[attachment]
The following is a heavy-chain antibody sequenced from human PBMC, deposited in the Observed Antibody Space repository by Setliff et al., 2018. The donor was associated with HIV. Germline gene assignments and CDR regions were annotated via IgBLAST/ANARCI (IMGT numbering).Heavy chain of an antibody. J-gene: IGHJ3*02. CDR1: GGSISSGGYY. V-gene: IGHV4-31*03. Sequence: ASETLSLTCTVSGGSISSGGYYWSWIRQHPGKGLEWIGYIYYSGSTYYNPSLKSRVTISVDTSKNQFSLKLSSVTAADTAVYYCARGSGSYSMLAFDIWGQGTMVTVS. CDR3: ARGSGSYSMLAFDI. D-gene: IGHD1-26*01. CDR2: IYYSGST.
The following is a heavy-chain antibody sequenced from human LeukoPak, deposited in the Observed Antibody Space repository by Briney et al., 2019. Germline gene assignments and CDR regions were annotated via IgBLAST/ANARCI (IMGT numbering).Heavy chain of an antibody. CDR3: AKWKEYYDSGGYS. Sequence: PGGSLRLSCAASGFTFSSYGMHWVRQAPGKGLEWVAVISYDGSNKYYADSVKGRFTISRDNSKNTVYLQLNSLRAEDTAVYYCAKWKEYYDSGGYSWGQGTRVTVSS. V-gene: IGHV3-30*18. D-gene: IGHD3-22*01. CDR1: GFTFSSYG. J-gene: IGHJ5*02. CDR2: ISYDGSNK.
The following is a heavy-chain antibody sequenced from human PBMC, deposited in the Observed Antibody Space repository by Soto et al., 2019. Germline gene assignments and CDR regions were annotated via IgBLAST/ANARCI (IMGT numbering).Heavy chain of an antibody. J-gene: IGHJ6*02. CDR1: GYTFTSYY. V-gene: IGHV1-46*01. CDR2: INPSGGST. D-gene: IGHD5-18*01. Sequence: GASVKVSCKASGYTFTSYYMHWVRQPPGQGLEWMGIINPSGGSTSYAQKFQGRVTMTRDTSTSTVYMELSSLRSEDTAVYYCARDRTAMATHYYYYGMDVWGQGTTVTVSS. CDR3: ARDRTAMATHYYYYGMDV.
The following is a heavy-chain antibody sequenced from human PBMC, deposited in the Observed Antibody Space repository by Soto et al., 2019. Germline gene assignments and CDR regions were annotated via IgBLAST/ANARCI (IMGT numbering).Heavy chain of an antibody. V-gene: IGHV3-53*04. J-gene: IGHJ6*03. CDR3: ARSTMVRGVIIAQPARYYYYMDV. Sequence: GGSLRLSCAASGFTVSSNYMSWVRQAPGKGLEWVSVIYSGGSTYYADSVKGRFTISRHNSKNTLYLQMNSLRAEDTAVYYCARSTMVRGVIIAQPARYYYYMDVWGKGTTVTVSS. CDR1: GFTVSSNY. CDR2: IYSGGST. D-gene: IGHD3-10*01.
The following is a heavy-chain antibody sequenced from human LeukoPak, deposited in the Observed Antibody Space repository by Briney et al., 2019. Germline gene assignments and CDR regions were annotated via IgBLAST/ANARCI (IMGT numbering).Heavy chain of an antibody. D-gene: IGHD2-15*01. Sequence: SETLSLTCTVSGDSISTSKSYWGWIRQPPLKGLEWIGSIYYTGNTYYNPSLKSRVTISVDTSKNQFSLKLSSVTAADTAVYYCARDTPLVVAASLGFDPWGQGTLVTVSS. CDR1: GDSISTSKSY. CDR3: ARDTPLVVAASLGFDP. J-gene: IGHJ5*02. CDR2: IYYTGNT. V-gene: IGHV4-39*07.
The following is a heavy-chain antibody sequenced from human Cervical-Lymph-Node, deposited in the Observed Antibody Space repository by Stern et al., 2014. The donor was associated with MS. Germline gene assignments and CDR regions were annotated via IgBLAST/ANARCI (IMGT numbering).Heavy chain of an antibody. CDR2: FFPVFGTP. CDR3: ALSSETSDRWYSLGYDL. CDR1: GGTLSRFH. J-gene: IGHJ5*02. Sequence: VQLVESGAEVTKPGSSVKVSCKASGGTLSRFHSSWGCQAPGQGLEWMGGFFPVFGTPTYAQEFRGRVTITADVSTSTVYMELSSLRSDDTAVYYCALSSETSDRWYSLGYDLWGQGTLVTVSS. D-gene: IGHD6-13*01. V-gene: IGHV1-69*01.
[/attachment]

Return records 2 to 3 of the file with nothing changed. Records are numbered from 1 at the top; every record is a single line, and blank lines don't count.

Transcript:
The following is a heavy-chain antibody sequenced from human LeukoPak, deposited in the Observed Antibody Space repository by Briney et al., 2019. Germline gene assignments and CDR regions were annotated via IgBLAST/ANARCI (IMGT numbering).Heavy chain of an antibody. CDR3: AKWKEYYDSGGYS. Sequence: PGGSLRLSCAASGFTFSSYGMHWVRQAPGKGLEWVAVISYDGSNKYYADSVKGRFTISRDNSKNTVYLQLNSLRAEDTAVYYCAKWKEYYDSGGYSWGQGTRVTVSS. V-gene: IGHV3-30*18. D-gene: IGHD3-22*01. CDR1: GFTFSSYG. J-gene: IGHJ5*02. CDR2: ISYDGSNK.
The following is a heavy-chain antibody sequenced from human PBMC, deposited in the Observed Antibody Space repository by Soto et al., 2019. Germline gene assignments and CDR regions were annotated via IgBLAST/ANARCI (IMGT numbering).Heavy chain of an antibody. J-gene: IGHJ6*02. CDR1: GYTFTSYY. V-gene: IGHV1-46*01. CDR2: INPSGGST. D-gene: IGHD5-18*01. Sequence: GASVKVSCKASGYTFTSYYMHWVRQPPGQGLEWMGIINPSGGSTSYAQKFQGRVTMTRDTSTSTVYMELSSLRSEDTAVYYCARDRTAMATHYYYYGMDVWGQGTTVTVSS. CDR3: ARDRTAMATHYYYYGMDV.